The NameTag Guy frequently asserts that writing is the basis of all wealth. Disagree? Read about computer guru Larry O’Brien, who says one blog post generated the majority of his income in the last four years.
The Zen Cart Blog Integration Contribution is now available. Using the CaRP utility from Gecko Tribe, LLC, you can easily add a page displaying your blog (or any RSS feed) to your Zen Cart.
A sample page is shown here in one of my demo carts. This contribution uses the Starter Edition of CaRP; by updating to the full edition of CaRP, you can get access to even more features. Here’s a sample page using the full edition of CaRP. The Blog Integration help page describes some of the features that come with the full edition of CaRP that are not available in the starter edition.
Tweet unto others as you would have others tweet unto you.
It is more blessed to follow than to be followed.
These are my rules and I’m sticking to them. The motivation for number two was this article by the irrepressible Robert Scoble.
Another great post from Scott the Nametag Guy. His secret sauce? Start creating great content, which will attract customers. Repeat until rich.
The folks over at E-Commerce Optimization guide you through the process of setting up a cart-centered blog.
I really enjoyed this post from HubSpot about business blogging. Because cultural norms in the blogosphere are so permissive, it’s easy to get drawn into what amounts to “unbusinesslike” behavior and language. This is obviously something you’ll want to guard against. Simple rule: if you wouldn’t say it on a conference call, it’s a good bet you shouldn’t be saying it on your blog.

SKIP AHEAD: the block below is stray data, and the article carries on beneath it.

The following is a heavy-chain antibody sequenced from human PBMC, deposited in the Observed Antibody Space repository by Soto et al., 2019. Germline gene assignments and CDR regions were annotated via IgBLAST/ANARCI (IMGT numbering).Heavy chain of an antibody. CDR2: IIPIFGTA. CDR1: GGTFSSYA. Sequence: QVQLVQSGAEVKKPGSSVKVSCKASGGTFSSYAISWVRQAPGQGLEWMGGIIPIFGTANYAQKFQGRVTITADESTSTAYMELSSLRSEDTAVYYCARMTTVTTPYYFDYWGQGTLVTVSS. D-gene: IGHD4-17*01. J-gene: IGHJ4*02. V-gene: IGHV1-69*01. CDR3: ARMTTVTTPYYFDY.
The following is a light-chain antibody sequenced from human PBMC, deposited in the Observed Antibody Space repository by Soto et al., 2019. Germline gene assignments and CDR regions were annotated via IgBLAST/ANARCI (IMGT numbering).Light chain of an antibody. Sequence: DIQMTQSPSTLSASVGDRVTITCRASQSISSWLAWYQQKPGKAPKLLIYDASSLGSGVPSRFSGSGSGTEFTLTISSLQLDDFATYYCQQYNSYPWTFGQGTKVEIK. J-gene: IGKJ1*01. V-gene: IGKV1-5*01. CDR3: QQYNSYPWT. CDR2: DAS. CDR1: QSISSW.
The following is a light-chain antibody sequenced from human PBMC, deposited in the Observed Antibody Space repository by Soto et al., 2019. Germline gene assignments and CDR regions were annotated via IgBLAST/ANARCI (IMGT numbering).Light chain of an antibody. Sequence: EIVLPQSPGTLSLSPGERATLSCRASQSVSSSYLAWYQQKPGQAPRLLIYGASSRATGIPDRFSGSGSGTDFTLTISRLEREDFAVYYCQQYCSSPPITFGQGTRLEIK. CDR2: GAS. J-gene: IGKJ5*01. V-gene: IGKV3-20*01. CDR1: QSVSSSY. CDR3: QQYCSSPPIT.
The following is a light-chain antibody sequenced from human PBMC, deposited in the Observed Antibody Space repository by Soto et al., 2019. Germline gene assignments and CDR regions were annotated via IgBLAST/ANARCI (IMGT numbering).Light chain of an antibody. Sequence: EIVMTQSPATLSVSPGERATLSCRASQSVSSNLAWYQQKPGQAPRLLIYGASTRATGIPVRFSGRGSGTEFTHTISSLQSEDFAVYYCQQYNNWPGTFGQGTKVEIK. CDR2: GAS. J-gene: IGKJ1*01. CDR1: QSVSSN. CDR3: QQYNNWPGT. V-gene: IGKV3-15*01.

Update: the Chimps share their thoughts on business blogging here.
ProBlogger presents an interesting reality check for people who are considering blogging for money. I certainly agree with the broad themes he presents (namely, that it’s harder than it looks), but I think that since Darren is focused on people who are trying to make money directly through blogging, he overlooks the other half of the audience; people who are blogging as a way of building their business.
If you run a business, particularly a one person business, blogging is a tremendous way of projecting your business persona and creating expert power in your domain. It’s an indirect form of marketing that will gain you contacts and clients. It’s a lot of work, but it will yield benefits over time.
This morning’s Wall Street Journal had a nice article about blogging and revenue models, and included a few paragraphs about ProBlogger.
Darren Rowse, the Melbourne, Australia-based writer of ProBlogger.net, a popular blog that teaches other bloggers how to make money, earned roughly $250,000 in 2007 off ads on three blogs he writes. Mr. Rowse says he makes the most off traditional display advertising, where advertisers pay a fee to appear, but he also has used affiliate ads and Google AdSense.
Darren wrote a very nice welcome post for Journal readers who came to his blog for the first time.